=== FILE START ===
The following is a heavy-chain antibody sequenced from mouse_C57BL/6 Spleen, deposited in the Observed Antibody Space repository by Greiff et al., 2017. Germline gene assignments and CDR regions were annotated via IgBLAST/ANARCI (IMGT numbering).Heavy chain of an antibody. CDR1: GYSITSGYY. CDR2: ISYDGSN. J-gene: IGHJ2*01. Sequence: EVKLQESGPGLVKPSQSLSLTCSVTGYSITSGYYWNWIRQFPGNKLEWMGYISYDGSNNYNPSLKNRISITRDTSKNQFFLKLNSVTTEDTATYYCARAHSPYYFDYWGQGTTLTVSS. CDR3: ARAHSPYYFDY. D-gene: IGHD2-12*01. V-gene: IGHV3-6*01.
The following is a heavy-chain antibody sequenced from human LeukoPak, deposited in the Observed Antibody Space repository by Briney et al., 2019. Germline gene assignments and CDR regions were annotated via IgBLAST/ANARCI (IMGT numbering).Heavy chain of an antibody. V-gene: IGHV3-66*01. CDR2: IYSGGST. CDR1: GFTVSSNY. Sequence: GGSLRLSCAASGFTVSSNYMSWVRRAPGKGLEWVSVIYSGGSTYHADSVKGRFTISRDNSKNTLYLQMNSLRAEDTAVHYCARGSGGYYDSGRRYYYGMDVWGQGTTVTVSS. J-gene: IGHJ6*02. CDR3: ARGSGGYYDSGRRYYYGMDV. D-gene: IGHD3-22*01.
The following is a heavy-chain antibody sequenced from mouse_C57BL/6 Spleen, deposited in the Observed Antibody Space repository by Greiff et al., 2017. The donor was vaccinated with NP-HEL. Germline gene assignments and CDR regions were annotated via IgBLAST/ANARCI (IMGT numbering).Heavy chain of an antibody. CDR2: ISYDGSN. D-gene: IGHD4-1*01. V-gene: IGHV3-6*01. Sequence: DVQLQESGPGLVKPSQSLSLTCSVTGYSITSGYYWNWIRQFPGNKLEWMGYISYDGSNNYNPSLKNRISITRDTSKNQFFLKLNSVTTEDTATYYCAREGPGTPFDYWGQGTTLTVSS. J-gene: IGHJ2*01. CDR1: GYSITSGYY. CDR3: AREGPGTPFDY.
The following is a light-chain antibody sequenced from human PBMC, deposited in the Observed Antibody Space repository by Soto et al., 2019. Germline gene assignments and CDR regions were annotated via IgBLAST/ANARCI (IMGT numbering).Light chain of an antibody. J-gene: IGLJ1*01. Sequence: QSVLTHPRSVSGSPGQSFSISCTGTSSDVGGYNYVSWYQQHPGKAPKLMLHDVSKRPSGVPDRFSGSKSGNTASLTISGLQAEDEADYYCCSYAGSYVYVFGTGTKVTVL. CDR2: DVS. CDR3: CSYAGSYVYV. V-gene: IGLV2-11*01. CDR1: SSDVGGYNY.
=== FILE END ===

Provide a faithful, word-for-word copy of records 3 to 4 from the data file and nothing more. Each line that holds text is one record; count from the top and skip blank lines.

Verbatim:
The following is a heavy-chain antibody sequenced from mouse_C57BL/6 Spleen, deposited in the Observed Antibody Space repository by Greiff et al., 2017. The donor was vaccinated with NP-HEL. Germline gene assignments and CDR regions were annotated via IgBLAST/ANARCI (IMGT numbering).Heavy chain of an antibody. CDR2: ISYDGSN. D-gene: IGHD4-1*01. V-gene: IGHV3-6*01. Sequence: DVQLQESGPGLVKPSQSLSLTCSVTGYSITSGYYWNWIRQFPGNKLEWMGYISYDGSNNYNPSLKNRISITRDTSKNQFFLKLNSVTTEDTATYYCAREGPGTPFDYWGQGTTLTVSS. J-gene: IGHJ2*01. CDR1: GYSITSGYY. CDR3: AREGPGTPFDY.
The following is a light-chain antibody sequenced from human PBMC, deposited in the Observed Antibody Space repository by Soto et al., 2019. Germline gene assignments and CDR regions were annotated via IgBLAST/ANARCI (IMGT numbering).Light chain of an antibody. J-gene: IGLJ1*01. Sequence: QSVLTHPRSVSGSPGQSFSISCTGTSSDVGGYNYVSWYQQHPGKAPKLMLHDVSKRPSGVPDRFSGSKSGNTASLTISGLQAEDEADYYCCSYAGSYVYVFGTGTKVTVL. CDR2: DVS. CDR3: CSYAGSYVYV. V-gene: IGLV2-11*01. CDR1: SSDVGGYNY.